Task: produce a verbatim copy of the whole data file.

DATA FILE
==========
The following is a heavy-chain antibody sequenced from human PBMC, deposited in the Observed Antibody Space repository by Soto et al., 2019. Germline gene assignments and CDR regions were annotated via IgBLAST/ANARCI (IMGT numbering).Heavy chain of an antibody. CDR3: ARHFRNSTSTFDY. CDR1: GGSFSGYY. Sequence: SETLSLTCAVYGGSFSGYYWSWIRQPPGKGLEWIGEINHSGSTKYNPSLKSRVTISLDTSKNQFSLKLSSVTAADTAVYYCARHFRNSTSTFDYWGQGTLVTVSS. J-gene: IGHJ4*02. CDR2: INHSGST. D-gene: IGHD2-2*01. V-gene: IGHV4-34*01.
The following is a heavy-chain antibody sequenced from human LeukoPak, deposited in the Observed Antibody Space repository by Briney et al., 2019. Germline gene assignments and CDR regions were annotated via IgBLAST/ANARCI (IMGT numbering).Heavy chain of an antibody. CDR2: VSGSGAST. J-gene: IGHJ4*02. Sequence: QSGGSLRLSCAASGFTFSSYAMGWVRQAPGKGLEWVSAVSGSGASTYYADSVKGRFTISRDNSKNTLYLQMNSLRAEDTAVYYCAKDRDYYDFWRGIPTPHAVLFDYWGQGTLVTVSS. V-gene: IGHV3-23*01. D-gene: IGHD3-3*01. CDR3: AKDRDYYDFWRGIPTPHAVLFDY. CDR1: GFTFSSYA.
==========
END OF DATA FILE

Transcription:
The following is a heavy-chain antibody sequenced from human PBMC, deposited in the Observed Antibody Space repository by Soto et al., 2019. Germline gene assignments and CDR regions were annotated via IgBLAST/ANARCI (IMGT numbering).Heavy chain of an antibody. CDR3: ARHFRNSTSTFDY. CDR1: GGSFSGYY. Sequence: SETLSLTCAVYGGSFSGYYWSWIRQPPGKGLEWIGEINHSGSTKYNPSLKSRVTISLDTSKNQFSLKLSSVTAADTAVYYCARHFRNSTSTFDYWGQGTLVTVSS. J-gene: IGHJ4*02. CDR2: INHSGST. D-gene: IGHD2-2*01. V-gene: IGHV4-34*01.
The following is a heavy-chain antibody sequenced from human LeukoPak, deposited in the Observed Antibody Space repository by Briney et al., 2019. Germline gene assignments and CDR regions were annotated via IgBLAST/ANARCI (IMGT numbering).Heavy chain of an antibody. CDR2: VSGSGAST. J-gene: IGHJ4*02. Sequence: QSGGSLRLSCAASGFTFSSYAMGWVRQAPGKGLEWVSAVSGSGASTYYADSVKGRFTISRDNSKNTLYLQMNSLRAEDTAVYYCAKDRDYYDFWRGIPTPHAVLFDYWGQGTLVTVSS. V-gene: IGHV3-23*01. D-gene: IGHD3-3*01. CDR3: AKDRDYYDFWRGIPTPHAVLFDY. CDR1: GFTFSSYA.